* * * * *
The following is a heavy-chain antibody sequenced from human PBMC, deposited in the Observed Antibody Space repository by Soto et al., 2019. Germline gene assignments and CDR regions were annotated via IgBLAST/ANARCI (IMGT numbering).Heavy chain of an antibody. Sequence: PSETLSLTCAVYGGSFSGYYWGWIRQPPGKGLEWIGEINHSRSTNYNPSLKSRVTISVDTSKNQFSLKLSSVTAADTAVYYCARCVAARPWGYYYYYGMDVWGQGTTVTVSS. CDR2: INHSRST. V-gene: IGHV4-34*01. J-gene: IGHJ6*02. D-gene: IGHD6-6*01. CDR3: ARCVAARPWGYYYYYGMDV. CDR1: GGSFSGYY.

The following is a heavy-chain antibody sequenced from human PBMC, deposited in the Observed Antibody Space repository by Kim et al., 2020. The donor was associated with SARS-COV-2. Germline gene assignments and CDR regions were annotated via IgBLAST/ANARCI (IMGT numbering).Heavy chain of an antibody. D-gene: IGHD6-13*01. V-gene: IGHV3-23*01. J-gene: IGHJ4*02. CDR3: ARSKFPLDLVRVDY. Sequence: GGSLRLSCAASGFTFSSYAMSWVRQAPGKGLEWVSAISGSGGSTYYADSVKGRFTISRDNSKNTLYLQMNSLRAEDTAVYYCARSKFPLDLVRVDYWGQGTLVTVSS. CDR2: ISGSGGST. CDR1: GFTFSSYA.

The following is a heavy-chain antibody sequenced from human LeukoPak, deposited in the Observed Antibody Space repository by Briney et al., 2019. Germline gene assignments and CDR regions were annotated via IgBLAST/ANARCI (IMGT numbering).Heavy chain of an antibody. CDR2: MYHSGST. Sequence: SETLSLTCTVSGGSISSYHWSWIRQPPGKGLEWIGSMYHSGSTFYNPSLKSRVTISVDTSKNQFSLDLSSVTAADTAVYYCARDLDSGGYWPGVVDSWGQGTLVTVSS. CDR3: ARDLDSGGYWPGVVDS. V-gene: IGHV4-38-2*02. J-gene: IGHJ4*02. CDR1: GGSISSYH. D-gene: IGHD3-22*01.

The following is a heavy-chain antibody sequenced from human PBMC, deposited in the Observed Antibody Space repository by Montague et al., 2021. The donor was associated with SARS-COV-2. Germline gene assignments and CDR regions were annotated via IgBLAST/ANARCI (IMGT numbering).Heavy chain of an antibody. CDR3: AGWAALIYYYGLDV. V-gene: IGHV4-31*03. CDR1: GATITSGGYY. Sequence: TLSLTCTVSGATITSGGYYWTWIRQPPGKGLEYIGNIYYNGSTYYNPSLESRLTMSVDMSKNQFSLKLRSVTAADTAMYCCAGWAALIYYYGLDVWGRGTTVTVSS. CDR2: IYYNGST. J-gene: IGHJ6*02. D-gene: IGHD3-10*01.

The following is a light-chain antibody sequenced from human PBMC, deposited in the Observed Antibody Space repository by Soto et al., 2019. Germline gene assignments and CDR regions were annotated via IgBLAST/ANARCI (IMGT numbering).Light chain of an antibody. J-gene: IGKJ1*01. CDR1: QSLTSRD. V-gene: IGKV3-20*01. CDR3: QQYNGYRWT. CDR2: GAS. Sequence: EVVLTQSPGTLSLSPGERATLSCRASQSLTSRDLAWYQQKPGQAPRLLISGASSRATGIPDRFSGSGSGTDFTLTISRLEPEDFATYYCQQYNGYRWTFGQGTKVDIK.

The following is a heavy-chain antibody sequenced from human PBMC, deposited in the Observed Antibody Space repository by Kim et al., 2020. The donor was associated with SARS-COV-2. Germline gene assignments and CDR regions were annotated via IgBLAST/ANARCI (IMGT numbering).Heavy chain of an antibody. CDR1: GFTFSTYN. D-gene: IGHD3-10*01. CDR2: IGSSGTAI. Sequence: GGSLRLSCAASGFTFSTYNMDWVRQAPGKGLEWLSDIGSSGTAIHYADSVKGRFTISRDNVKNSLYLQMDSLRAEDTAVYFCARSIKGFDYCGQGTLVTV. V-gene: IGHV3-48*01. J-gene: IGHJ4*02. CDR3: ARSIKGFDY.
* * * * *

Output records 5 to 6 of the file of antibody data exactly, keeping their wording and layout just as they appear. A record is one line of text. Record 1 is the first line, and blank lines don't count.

The following is a light-chain antibody sequenced from human PBMC, deposited in the Observed Antibody Space repository by Soto et al., 2019. Germline gene assignments and CDR regions were annotated via IgBLAST/ANARCI (IMGT numbering).Light chain of an antibody. J-gene: IGKJ1*01. CDR1: QSLTSRD. V-gene: IGKV3-20*01. CDR3: QQYNGYRWT. CDR2: GAS. Sequence: EVVLTQSPGTLSLSPGERATLSCRASQSLTSRDLAWYQQKPGQAPRLLISGASSRATGIPDRFSGSGSGTDFTLTISRLEPEDFATYYCQQYNGYRWTFGQGTKVDIK.

The following is a heavy-chain antibody sequenced from human PBMC, deposited in the Observed Antibody Space repository by Kim et al., 2020. The donor was associated with SARS-COV-2. Germline gene assignments and CDR regions were annotated via IgBLAST/ANARCI (IMGT numbering).Heavy chain of an antibody. CDR1: GFTFSTYN. D-gene: IGHD3-10*01. CDR2: IGSSGTAI. Sequence: GGSLRLSCAASGFTFSTYNMDWVRQAPGKGLEWLSDIGSSGTAIHYADSVKGRFTISRDNVKNSLYLQMDSLRAEDTAVYFCARSIKGFDYCGQGTLVTV. V-gene: IGHV3-48*01. J-gene: IGHJ4*02. CDR3: ARSIKGFDY.